Sir Alexander Fleming was hard at work in his lab when he noticed one of his petri dishes had developed some mold. Instead of tossing the sample in the garbage as many others would, he noticed the mold appeared to be killing the staphylococcus in the dish and gave it further inspection. And just like that, in one of the world’s greatest happy accidents, penicillin was born.
It was a similar happy accident that brought Jotham to the world of art. When he was a little kid he made a tremendous mess. But just like with Sir Fleming, where others would see something in need of being tossed into the rubbish, Jotham saw art. While Jotham’s work hasn’t won a Nobel Prize (yet), his ghastly creations have provided plenty of nightmare fuel. We spoke with the artist about his inspirations and more.
Do you remember the first time you fell in love with art?
When I was 4, I drizzled chocolate drink over a Manila folder containing my mom’s lesson plans. You know, kinda like a chicken’s butt when breezed with air. The drops formed to what seemed to be a bearded man. Happy with the result, I emptied its contents to do more, this time using my pudgy lil fingers. I had fallen in love... against all baby odds.
When did you know you wanted to become an artist?
My grandpa’s brother (the other gramps) was an airbrush portrait artist who allowed 4th grade me to observe him a few feet away from his zone. I was bragging that I could do better with pencils as I munched salted peanuts with school boy innocence and scrawny lil legs dangling alternately from the barstool where I was seated.I was unaffected by discouragements from my relatives not to follow this old and struggling Filipino-American WW2 vet-turned-artist’s footsteps. After all, I was 10 and I loved to draw.I took up nursing school for two years right after high school, going along with the in-thing with typical Filipinos trying to break free from mediocrity to a promising field assisting doctors. Yeah, I dropped out eventually to pursue fine arts with advertising as my major.After a series of odd jobs, I found myself heading a team of carpet designers in Jeddah, Saudi Arabia. Twenty years have passed and I’m still here. 2009 to 2010 was a good year to rediscover my real passion in digital manipulation and painting. Sadly, the gaming world swooped my free time away. So when did I decide to be a real artist? Five years ago when I turned 42.
What was the first medium you worked in?
Sharpies, Crayolas and gouache were the first ones I used after researching the public library for alternatives for oil, as it was totally out of my student’s lunch budget. I made bookmarks and greetings cards and sold them to my high school peers and teachers to buy my first set of oils.
How do you describe your signature style?
My heART is Gothic, Baroque, surreal-inspired with a bit of pop and social realism rendered in horror vacui style.
Who were/are some of your biggest influences?
I try to fill my art with a variety of inspirations, horror vacui-style, served in bottomless bottles. My biggest influences include: Picasso, for his prolificity, his adaptability and experimentation as he drifted from period to period, from style to style, all with flying colors. Dali, for his eccentricities and flamboyant surreal heART and (my)nd. HR Giger’s cold biomechanical love affairs with man and machines. Hieronymous Bosh’s fantastic narratives of religious and illustrative concepts. Baroque painters like Caravaggio, Velazquez, Rembrandt, Vermer and Reubens with their stories told in realistic fluidity dappled in chiaroscuro dramatizations.I can name a helluva lot more but I’m fresh out of mental powers... next question.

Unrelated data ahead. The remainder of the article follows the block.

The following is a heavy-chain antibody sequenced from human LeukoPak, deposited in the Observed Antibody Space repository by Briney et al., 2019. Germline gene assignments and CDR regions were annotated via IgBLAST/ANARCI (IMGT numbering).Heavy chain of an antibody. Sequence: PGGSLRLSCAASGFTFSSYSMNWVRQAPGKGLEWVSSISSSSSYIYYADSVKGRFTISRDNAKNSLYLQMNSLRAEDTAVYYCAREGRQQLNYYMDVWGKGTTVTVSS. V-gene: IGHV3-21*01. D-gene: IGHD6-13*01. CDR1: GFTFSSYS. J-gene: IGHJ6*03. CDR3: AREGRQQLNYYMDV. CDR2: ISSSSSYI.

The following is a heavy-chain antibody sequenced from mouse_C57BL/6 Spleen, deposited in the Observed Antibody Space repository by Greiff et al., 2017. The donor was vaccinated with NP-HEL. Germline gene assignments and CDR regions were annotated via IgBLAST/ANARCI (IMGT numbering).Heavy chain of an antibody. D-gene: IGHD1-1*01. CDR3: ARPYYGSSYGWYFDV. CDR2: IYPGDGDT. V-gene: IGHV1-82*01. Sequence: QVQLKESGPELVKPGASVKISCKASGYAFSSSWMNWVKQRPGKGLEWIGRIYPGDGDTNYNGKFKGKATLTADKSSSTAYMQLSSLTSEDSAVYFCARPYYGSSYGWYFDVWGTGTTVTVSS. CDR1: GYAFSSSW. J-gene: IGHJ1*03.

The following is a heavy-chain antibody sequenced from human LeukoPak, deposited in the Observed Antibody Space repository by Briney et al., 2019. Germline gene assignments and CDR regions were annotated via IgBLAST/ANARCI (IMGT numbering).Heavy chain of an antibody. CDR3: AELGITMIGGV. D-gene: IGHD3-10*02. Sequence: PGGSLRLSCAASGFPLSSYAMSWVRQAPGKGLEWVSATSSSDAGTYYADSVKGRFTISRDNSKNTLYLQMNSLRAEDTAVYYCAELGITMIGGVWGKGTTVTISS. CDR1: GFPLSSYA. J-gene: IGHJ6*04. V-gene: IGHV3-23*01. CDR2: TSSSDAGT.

Looking at your work, we’re reminded of Dante’s “Inferno” and other literary depictions of the underworld. Have you drawn influence from classical literature?
Indeed. I have drawn inspirations consciously or in Freudian slips from literary sources as well. First from Virgil as stating the obvious. Then there’s the dark romantics like Edgar Allan Poe and even Robert E. Howard. HP Lovecraft’s cosmic horror and dark fiction has too a certain level of influence.
What are some of the themes you like to explore in your artwork? Where do your ideas come from?
I’m trying to incorporate pop culture as well as digital and social activism into my art. My ideas come from dreams, both from nightmares and daytime fantasies. But most vividly from an idea of an idea from an idea. From a mustard seed, from a trilobite, from a byte or bite. OK, so let’s pretend I’m doing a new piece, and these words are strokes of ink and pen... mindless, Freudian doodle... oh look, a nose. Bloody biomechanical boogers in acanthus patterns coming out from one of the holes. These curly cue patterns can be viewed multidimensionally nosing out from a Dali-ish melting phone. I can see cherubs dancing around the phone being held by a Sphinx cat with the torso of a nursing mom. I see half-bodied hairless mice adorning the picture, some have tongues of fire upon their heads. So just like that, a booger steamed out from a hot nose in this horrific inferno of an underworld...
Have you seen any tattoos of your artwork? Or possibly done a commission that would end up becoming a tattoo?
I have seen a couple tattoos of my artwork. The artist did not do me justice, I shrugged it off civilly out of respect. Got a couple of commissioned ones too, sadly the clients opted to go for cheaper tattoo artists. I was proud of my art, but not on their skin.